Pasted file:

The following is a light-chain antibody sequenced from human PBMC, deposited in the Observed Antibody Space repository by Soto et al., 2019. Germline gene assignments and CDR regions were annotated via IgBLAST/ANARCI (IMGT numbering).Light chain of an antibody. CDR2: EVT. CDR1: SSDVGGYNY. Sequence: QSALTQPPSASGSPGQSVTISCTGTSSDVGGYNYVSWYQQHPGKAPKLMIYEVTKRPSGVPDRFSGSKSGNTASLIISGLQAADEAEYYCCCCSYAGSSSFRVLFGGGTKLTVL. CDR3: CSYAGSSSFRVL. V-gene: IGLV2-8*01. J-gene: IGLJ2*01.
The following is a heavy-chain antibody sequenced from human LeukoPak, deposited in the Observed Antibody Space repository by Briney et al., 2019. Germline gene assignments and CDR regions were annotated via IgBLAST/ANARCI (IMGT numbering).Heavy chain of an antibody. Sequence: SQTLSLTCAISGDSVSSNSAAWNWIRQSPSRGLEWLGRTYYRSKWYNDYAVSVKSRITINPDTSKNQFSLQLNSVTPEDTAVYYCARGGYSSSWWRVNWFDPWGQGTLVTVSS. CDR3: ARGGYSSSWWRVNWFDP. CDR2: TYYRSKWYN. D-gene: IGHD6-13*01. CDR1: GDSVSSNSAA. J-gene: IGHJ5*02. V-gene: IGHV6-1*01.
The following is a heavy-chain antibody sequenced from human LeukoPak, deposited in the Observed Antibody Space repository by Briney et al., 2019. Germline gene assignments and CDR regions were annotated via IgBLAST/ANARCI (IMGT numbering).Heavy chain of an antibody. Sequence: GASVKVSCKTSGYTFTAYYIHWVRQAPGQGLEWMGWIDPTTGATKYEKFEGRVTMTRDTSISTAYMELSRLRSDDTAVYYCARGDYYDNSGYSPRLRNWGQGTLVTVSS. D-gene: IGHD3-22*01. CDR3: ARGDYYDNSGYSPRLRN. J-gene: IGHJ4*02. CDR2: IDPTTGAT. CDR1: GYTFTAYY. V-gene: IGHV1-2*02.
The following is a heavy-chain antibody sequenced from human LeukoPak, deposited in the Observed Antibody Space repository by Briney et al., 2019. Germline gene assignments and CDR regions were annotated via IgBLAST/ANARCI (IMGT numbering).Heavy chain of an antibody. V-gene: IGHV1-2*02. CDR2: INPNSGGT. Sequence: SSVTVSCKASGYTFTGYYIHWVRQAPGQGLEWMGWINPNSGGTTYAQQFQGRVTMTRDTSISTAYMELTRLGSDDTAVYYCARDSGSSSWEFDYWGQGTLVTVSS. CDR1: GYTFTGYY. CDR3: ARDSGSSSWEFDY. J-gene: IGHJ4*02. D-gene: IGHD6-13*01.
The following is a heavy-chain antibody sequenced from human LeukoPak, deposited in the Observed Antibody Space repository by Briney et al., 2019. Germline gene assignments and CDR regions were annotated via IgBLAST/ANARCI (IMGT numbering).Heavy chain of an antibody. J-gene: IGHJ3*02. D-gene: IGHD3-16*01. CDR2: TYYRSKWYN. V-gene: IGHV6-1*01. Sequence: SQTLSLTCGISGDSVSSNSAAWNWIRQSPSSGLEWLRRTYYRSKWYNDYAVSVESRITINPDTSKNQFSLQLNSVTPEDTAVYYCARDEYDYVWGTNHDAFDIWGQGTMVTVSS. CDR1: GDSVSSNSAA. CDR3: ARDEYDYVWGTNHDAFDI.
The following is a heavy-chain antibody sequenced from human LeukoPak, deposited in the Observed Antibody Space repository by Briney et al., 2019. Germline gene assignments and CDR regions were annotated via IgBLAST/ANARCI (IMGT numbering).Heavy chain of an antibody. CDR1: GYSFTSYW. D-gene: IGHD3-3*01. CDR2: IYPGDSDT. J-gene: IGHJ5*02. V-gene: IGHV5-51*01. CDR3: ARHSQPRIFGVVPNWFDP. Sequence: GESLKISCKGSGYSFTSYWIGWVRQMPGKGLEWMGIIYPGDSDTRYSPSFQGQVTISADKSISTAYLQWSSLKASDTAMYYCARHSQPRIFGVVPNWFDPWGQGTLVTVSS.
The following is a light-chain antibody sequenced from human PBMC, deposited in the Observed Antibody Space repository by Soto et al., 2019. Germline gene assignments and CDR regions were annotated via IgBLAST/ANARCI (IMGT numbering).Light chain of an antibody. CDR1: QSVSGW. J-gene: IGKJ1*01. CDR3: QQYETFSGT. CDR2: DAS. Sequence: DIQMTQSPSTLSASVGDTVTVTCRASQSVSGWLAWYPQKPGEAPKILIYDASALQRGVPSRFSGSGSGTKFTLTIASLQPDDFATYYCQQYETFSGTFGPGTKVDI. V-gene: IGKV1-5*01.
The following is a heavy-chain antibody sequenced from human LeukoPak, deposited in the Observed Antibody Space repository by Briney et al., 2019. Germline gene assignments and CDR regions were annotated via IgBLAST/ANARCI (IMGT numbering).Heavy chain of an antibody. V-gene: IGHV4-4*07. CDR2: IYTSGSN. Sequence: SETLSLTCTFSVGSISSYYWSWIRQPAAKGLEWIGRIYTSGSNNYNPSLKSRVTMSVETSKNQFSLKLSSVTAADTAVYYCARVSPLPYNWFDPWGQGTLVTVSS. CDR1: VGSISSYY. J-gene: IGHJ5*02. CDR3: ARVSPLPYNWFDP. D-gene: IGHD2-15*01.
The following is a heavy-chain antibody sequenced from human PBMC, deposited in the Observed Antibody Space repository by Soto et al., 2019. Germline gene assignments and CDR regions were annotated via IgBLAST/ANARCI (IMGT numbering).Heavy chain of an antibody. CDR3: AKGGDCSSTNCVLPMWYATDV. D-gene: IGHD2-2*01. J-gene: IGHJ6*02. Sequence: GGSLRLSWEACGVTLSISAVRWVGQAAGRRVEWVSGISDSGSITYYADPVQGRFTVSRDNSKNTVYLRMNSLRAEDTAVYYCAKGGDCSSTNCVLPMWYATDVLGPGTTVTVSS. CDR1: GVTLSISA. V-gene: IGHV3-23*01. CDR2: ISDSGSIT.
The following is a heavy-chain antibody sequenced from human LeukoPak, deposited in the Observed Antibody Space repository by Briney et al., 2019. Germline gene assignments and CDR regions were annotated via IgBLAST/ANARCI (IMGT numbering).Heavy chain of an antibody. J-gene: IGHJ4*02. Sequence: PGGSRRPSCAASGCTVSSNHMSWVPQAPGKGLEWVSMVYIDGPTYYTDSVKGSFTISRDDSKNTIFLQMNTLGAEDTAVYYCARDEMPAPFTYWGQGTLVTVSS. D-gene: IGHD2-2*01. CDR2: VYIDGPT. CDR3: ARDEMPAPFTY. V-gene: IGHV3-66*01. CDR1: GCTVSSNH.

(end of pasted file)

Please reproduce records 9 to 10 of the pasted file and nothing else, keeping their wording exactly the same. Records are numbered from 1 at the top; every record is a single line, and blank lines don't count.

The following is a heavy-chain antibody sequenced from human PBMC, deposited in the Observed Antibody Space repository by Soto et al., 2019. Germline gene assignments and CDR regions were annotated via IgBLAST/ANARCI (IMGT numbering).Heavy chain of an antibody. CDR3: AKGGDCSSTNCVLPMWYATDV. D-gene: IGHD2-2*01. J-gene: IGHJ6*02. Sequence: GGSLRLSWEACGVTLSISAVRWVGQAAGRRVEWVSGISDSGSITYYADPVQGRFTVSRDNSKNTVYLRMNSLRAEDTAVYYCAKGGDCSSTNCVLPMWYATDVLGPGTTVTVSS. CDR1: GVTLSISA. V-gene: IGHV3-23*01. CDR2: ISDSGSIT.
The following is a heavy-chain antibody sequenced from human LeukoPak, deposited in the Observed Antibody Space repository by Briney et al., 2019. Germline gene assignments and CDR regions were annotated via IgBLAST/ANARCI (IMGT numbering).Heavy chain of an antibody. J-gene: IGHJ4*02. Sequence: PGGSRRPSCAASGCTVSSNHMSWVPQAPGKGLEWVSMVYIDGPTYYTDSVKGSFTISRDDSKNTIFLQMNTLGAEDTAVYYCARDEMPAPFTYWGQGTLVTVSS. D-gene: IGHD2-2*01. CDR2: VYIDGPT. CDR3: ARDEMPAPFTY. V-gene: IGHV3-66*01. CDR1: GCTVSSNH.